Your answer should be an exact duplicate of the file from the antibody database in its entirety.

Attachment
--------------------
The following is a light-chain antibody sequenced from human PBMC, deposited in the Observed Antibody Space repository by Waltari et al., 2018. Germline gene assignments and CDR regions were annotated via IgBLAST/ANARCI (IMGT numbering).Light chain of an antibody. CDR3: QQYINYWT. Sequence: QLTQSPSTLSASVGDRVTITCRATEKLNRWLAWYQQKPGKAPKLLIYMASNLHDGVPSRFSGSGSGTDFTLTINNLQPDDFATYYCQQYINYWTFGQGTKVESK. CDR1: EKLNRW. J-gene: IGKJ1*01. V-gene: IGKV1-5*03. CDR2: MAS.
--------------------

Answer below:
The following is a light-chain antibody sequenced from human PBMC, deposited in the Observed Antibody Space repository by Waltari et al., 2018. Germline gene assignments and CDR regions were annotated via IgBLAST/ANARCI (IMGT numbering).Light chain of an antibody. CDR3: QQYINYWT. Sequence: QLTQSPSTLSASVGDRVTITCRATEKLNRWLAWYQQKPGKAPKLLIYMASNLHDGVPSRFSGSGSGTDFTLTINNLQPDDFATYYCQQYINYWTFGQGTKVESK. CDR1: EKLNRW. J-gene: IGKJ1*01. V-gene: IGKV1-5*03. CDR2: MAS.